Enhance Safety for Providers: Hospital e-notifications are especially important for post-acute and other community-based providers that will continue treatment for COVID-19 patients discharged from the hospital. Because e-notifications provide context about the patient’s most recent encounter, including diagnoses where permissible, they help guide the continuation of care.  Receiving e-notifications from hospitals allows such providers to appropriately prepare staff and put safety measures in place prior to treating COVID-19 patients. In particular, Skilled Nursing Facilities need time to properly and safely intake infected patients while Home Health Agencies need to prepare and equip their nurses for visits to homes of infected patients.

Open Hospital Beds for the Sickest Patients: Through real-time e-notifications, hospitals are able to more easily and quickly communicate and share information with COVID-19 patients’ other community-based providers who will care for recovering patients after they are discharged from the hospital. This exchange of information allows hospital care teams to more seamlessly and quickly transition recovering COVID-19 patients to the next level of care, which opens scarce hospital beds for the sickest patients.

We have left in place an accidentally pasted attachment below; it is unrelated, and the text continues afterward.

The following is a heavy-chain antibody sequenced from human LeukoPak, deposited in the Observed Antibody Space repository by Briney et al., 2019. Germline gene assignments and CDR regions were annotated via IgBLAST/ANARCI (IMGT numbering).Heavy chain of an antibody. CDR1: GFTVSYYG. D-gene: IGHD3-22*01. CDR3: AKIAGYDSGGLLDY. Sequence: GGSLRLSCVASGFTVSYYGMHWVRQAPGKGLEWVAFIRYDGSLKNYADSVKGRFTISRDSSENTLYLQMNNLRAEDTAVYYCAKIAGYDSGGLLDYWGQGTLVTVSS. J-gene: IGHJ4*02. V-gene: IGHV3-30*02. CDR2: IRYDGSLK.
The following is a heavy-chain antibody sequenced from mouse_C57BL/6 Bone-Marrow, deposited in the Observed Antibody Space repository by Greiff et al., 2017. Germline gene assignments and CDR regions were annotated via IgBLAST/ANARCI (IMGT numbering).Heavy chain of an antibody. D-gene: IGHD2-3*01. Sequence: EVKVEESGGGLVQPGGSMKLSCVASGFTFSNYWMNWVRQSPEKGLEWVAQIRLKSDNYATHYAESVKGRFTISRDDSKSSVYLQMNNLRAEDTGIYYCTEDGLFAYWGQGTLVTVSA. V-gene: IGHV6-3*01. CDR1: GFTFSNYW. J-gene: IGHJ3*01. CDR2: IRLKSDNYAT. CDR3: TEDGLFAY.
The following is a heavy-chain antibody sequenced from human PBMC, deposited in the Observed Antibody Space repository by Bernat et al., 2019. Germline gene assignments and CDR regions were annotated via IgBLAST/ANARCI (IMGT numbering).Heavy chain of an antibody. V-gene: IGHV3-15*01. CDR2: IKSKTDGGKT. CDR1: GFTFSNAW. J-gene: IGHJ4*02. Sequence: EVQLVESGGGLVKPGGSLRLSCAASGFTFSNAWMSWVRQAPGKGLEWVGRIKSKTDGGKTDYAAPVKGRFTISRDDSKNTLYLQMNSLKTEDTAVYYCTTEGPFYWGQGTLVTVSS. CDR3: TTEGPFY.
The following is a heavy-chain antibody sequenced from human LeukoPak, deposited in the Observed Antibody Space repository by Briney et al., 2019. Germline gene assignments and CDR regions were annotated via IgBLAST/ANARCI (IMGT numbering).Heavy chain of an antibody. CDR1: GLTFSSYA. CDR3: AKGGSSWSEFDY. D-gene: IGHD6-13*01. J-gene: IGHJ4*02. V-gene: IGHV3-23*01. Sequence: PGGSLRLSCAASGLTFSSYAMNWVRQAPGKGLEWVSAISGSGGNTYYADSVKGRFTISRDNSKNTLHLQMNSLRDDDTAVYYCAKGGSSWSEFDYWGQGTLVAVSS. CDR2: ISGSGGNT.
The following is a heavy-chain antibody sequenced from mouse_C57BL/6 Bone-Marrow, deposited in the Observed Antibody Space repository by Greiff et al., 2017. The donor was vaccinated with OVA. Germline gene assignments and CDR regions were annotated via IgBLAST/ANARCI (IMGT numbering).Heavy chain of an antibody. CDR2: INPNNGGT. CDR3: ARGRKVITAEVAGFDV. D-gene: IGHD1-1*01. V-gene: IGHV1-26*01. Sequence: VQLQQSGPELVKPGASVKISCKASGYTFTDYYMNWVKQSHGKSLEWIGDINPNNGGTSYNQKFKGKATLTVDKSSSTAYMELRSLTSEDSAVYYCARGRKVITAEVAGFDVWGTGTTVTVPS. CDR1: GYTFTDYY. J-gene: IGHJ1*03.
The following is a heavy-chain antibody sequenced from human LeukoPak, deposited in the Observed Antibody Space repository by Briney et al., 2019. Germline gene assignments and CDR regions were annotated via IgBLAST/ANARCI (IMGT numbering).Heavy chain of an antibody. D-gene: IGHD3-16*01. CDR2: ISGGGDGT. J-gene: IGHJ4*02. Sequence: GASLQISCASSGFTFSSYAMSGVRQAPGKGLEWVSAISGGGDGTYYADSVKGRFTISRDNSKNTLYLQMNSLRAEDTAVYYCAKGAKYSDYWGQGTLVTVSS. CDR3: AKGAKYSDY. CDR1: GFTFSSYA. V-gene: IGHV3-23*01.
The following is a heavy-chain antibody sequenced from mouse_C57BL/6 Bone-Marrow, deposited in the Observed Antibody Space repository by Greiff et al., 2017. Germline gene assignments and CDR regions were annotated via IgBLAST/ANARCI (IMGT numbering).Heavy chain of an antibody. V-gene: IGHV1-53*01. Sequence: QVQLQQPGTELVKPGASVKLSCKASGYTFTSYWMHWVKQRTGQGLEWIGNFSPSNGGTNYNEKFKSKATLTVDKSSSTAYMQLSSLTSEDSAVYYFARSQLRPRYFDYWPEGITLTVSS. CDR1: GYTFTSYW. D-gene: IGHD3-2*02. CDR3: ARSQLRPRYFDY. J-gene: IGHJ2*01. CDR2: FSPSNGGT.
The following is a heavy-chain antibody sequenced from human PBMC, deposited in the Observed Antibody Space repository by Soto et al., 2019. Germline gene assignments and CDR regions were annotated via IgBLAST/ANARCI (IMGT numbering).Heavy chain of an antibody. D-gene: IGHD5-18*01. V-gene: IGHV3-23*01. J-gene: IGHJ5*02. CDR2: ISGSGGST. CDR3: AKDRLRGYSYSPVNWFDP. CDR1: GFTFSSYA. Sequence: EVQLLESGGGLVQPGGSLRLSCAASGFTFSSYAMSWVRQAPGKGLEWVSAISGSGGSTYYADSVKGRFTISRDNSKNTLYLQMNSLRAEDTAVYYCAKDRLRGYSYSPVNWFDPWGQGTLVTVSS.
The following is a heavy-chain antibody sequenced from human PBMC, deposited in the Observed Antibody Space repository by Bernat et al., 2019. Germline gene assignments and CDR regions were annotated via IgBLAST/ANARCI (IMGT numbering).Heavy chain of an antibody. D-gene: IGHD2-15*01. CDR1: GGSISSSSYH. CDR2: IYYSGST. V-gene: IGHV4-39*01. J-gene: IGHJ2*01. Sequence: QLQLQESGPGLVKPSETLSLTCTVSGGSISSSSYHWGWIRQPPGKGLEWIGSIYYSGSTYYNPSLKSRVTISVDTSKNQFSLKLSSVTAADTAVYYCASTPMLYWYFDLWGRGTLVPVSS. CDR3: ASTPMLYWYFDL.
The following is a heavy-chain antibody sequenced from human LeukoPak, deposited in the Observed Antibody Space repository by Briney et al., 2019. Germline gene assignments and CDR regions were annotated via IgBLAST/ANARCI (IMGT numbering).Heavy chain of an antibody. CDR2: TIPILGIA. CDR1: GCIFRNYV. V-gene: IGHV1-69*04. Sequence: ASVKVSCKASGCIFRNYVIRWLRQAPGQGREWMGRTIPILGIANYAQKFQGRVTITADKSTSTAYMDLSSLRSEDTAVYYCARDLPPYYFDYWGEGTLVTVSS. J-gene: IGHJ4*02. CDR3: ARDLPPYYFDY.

Improve Care for COVID-19 Patients: Real-time e-notifications from hospitals allow PCPs and care coordinators to know when their patients have inpatient or ED events. In particular, discharge notifications can trigger critical follow-up services, including telehealth-based visits, to ensure COVID-19 patients recover safely and fully after they leave the hospital. Engaging COVID-19 patients after a hospitalization can help prevent readmissions and keep patients healthy in their homes. At the same time, PCPs are able to support the financial viability of their practices by being able to provide and bill for Transitional Care Management Services and ensure patient engagement in ongoing preventive and other clinical care.

Bolster Public Health Response: Aggregated and de-identified ADT-based notifications offer wide-ranging and powerful real-time data for local, state, and federal public health officials to detect emerging COVID-19 hotspots and intense ED, hospital, ICU strain.  Real-time data about the hospital and ED utilization can help public health officials direct and allocate scarce resources to the highest need areas quickly.

These are just some examples of how ADT-based e-notifications can play an important part in helping healthcare organizations effectively, efficiently, and safely deliver care for their patients during the ongoing pandemic – and beyond. 


About Jay Desai, CEO & Co-Founder, PatientPing

Jay started PatientPing in 2013 with one goal in mind: to connect providers everywhere to seamlessly coordinate patient care. Prior to founding PatientPing, Jay worked at the CMS Innovation Center (CMMI) where he helped develop ACOs, bundled payments, and other payment initiatives. Jay’s passion lies at the intersection of technology, policy, and community building. He has an MBA in healthcare management from Wharton and a BA from the University of Michigan.